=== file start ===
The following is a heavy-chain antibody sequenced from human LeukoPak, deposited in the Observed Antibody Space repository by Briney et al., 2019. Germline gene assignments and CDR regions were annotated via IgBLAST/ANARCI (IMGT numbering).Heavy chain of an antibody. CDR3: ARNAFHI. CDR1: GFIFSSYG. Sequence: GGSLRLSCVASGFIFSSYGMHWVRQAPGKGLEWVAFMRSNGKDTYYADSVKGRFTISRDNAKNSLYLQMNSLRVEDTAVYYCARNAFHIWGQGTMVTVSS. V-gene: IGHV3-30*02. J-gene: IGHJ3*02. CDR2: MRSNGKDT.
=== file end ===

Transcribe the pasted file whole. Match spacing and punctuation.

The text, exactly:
The following is a heavy-chain antibody sequenced from human LeukoPak, deposited in the Observed Antibody Space repository by Briney et al., 2019. Germline gene assignments and CDR regions were annotated via IgBLAST/ANARCI (IMGT numbering).Heavy chain of an antibody. CDR3: ARNAFHI. CDR1: GFIFSSYG. Sequence: GGSLRLSCVASGFIFSSYGMHWVRQAPGKGLEWVAFMRSNGKDTYYADSVKGRFTISRDNAKNSLYLQMNSLRVEDTAVYYCARNAFHIWGQGTMVTVSS. V-gene: IGHV3-30*02. J-gene: IGHJ3*02. CDR2: MRSNGKDT.